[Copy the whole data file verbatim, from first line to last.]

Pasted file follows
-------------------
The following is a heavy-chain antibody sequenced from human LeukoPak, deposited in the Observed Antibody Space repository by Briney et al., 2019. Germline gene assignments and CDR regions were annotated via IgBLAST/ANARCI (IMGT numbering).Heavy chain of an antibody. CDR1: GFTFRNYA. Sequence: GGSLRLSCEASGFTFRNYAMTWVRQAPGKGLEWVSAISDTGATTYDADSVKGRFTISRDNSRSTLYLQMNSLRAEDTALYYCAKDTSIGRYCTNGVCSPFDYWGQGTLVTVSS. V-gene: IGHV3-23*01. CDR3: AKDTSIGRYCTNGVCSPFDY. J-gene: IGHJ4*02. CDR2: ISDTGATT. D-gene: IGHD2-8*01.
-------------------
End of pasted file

The following is a heavy-chain antibody sequenced from human LeukoPak, deposited in the Observed Antibody Space repository by Briney et al., 2019. Germline gene assignments and CDR regions were annotated via IgBLAST/ANARCI (IMGT numbering).Heavy chain of an antibody. CDR1: GFTFRNYA. Sequence: GGSLRLSCEASGFTFRNYAMTWVRQAPGKGLEWVSAISDTGATTYDADSVKGRFTISRDNSRSTLYLQMNSLRAEDTALYYCAKDTSIGRYCTNGVCSPFDYWGQGTLVTVSS. V-gene: IGHV3-23*01. CDR3: AKDTSIGRYCTNGVCSPFDY. J-gene: IGHJ4*02. CDR2: ISDTGATT. D-gene: IGHD2-8*01.